The team comes to an agreement on roles and understands how best to work together. What at first seemed like a storm becomes the norm. You can begin navigating towards the mission-focus.
This may sound trite but it’s really not. The team can now make great strides because the sum of the efforts is greater than the sum of the individual contributions. The banking industry calls it the “magic of compound interest” – in the human capital realm we call it “good teamwork”. It’s about the mission-focus. What is yours?
Some people have to always win. I believe there are issues worth fighting for and there are things worth winning. There is a difference. It is good to make victory your outside focus and working together for that victory your inside focus. Remember to identify your mission-focus early on and use it to drive all of your team’s behaviors to achieving that. Keeping an astronaut alive taught me a valuable lesson.
by Melissa | Dec 4, 2016 | Culture, Problem Solving, Work Life
Firemen are dedicated, fearless people. They understand their responsibility is to save lives and property. They train and practice to ensure they will be prepared to do everything possible to save lives and property. When they are not in the middle of a fire, they work with the community to reduce risks of fires. Their main job, though, is fighting the fire.
I would like to make a comparison of firemen to those people inside companies whose main contribution is solving issues. Every organization has a need for firemen – groups/teams that fix issues for the success of the team and the business. I have never heard of a fireman giving the owner of the burning house a lecture or complaining they had to come out at night to put out the fire. Firemen understand what their customer needs – someone to address the fire, NOW.
If you are the leader of firemen (or the fireman)…
- Make sure your team brings water not gasoline.
- They must come with an attitude of helping, not judging.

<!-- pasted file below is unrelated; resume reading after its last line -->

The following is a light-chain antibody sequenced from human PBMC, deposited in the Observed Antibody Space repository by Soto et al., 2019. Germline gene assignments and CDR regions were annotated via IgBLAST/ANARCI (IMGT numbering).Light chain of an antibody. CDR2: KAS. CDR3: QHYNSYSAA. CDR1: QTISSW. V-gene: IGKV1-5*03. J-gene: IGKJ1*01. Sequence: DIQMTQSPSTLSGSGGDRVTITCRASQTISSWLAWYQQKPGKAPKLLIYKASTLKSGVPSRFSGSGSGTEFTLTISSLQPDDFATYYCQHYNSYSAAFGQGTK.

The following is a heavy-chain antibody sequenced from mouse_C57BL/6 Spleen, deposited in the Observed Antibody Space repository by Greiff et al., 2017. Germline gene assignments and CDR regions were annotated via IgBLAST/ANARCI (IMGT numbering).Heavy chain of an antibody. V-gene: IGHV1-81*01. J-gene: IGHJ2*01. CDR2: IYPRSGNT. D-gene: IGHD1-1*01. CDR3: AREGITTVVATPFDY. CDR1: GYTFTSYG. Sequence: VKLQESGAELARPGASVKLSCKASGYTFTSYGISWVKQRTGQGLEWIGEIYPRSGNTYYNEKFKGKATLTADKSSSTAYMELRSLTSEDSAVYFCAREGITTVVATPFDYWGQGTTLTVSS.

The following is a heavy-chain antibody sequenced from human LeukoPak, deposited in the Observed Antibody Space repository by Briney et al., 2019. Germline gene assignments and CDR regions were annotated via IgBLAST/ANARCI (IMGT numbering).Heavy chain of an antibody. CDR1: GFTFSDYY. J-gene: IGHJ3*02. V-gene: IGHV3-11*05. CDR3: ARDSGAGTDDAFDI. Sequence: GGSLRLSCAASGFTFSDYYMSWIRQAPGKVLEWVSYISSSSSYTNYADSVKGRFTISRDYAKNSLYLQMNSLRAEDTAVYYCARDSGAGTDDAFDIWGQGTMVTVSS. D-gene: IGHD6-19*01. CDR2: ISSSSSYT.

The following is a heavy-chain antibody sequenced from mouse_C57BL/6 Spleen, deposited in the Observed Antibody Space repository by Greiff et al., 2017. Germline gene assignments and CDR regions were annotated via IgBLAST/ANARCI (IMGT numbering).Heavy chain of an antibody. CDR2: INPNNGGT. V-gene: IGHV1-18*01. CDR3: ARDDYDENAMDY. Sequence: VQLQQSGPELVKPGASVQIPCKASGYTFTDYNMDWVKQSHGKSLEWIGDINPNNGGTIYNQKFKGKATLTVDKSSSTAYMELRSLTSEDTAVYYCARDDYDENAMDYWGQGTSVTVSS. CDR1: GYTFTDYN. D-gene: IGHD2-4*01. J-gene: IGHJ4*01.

- Make sure your team understands that the urgency needed to fix the issue should be done within schedule, within costs where possible.
- Just like firemen working with the community to reduce fires, leaders of problem solving groups must engage AND help prevent the next one. Like Smokey said, “Only you can prevent a forest fire.”
- Make sure your team understands being the problem solver is a noble responsibility and one the team must have. While over time fixing other people’s issue can be wearisome, it is needed. Fires happen – putting them out fast is what makes a company successful.
- If you are the leader of the team whose “house is on fire”, appreciate those helping. Some fires are accidents, many can be prevented. Work to make sure your house is not always on fire.
I hate the office sign that says “poor planning on your part does not constitute an emergency on mine”. In a healthy organization, if you are part of the team and a problem solver – urgency is your responsibility. Work to reduce last minute issues – but don’t let your house burn down in the process.
by Melissa | Nov 6, 2016 | Disruption, Problem Solving, Work Life
Student 1: The glass is half empty
Student 2: The glass is half full
Teacher: Maybe you’re just using the wrong sized glass
According to my husband, it’s an annoying trait but I happen to be someone who believes that every problem has a solution. There may not be an immediate fix, nor may the solution deliver the “forecasted extreme pay off”.
However, I do believe that problems have solutions.
When you find yourself giving up, stalling on a way forward, or just feeling defeated – here are a few actions I take that I have found to re-energize my quest for a solution set:
Ask Yourself a Hard Question
Nobody likes admitting they aren’t perfect. If I find myself with the situation where the answers seem elusive, I’ll “stop, drop, and ask” myself if I’m really trying to solve the problem or trying to change a symptom. Addressing the real problem can go a long way to fixing a lot of symptoms. Ensuring you are working the problem not the symptom is crucial.
Re-look at everything with fresh mindset
I’m a fan of murder mysteries. Columbo was my hero. When a case would stump him, he would take a step back and re-look at the entire data set but with a fresh perspective. Similarly, some problems require multiple solution sets. It could take more than one action, or changing more than one thing, for a solution to solve the problem. Meaning, you may need to take a step back and revisit the entire “spiderweb” again in order to detect the pattern and find the right “thread” to pull on.
Change the game
My dad taught me how to play checkers. We played and played until one day I started beating him. Then one day he showed up at the dining room table with a chessboard. All new rules. All new strategy. In fact, a whole new game. In our work life, sometimes the problem is that the game changes and I find myself still playing checkers when I should be playing chess. When this occurs, I have to put away one board (set of rules) and align myself to the new board (learn a new set of rules) and keep playing.